I’ve been experimenting with the Raspberry Pi Pico for a little while now and I found that I kept coming back to the same issues – sensors need power, servos need power, I2C devices need power and the SCL/SDA connections. While there are plenty of Ground connections, I had to make up Y-leads so that the 3v3 connections went to other devices.
I also wanted to link this board to some handy little servos, piezo elements and LEDs, as well as having a few switches and an OLED display.
A bit of tinkering with Fritzing and I ended up with this board. Actually, this is version 2. The first was missing a few connections and I’d put the switches 90 degrees around, meaning that the connections were permanently short-circuited.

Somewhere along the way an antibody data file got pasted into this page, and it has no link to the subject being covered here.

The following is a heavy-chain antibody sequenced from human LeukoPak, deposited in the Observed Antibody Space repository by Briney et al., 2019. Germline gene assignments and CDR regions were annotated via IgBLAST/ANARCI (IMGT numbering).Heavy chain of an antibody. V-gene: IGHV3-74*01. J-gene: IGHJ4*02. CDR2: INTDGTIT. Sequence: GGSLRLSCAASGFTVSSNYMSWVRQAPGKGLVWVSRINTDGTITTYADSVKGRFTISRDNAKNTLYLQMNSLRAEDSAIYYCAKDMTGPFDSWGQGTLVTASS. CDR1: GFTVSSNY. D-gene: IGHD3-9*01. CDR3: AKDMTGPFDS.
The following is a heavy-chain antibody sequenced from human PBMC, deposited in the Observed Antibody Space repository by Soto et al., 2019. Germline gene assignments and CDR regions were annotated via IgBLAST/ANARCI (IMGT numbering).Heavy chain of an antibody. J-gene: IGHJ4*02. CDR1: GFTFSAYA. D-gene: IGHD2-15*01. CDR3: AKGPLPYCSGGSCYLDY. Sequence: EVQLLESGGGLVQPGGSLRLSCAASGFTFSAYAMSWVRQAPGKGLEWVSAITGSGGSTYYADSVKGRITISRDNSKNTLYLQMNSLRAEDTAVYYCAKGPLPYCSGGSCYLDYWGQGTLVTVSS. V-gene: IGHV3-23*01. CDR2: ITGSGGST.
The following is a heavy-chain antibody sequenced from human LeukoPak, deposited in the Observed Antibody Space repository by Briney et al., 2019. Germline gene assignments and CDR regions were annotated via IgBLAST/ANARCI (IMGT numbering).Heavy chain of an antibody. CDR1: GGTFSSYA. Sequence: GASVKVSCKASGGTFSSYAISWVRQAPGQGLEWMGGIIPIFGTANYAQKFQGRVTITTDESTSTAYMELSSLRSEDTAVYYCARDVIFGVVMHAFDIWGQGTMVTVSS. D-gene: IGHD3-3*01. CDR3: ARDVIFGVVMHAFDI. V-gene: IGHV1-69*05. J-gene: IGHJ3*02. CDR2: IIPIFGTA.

I’m happy to make the files available and I’ve uploaded them to my webspace. I haven’t got my head around the whole CC-BY-SA thing, so use them. I’d love to hear from you if you have success though!
Files for the Raspberry Pi Pico circuit board:
Gerber files for the PCB are here: http://roulson.net/PiPicoPCB/Gerber.zip
You will also need a 128×64 i2c OLED display, a bunch of 0.1″ pin headers, two 5mm LEDs, four 6mm tactile push switches (with fairly long actuator around 12mm) and two 150ohm resistors. On the back is a longer pin header which is handy for a stepper motor controller or H-bridge.
At some point I’ll do a little photo-shoot of the board being assembled. Not much to it, although some things need fitting in the right order as other parts cover up the joints.
Programming of the board seems to work really well using Microblocks, which runs either in a browser or (in my case) as a download to my Raspberry Pi 400. Microblocks is at https://microblocks.fun/
It is also possible to use BIPES or MicroPython directly with the board.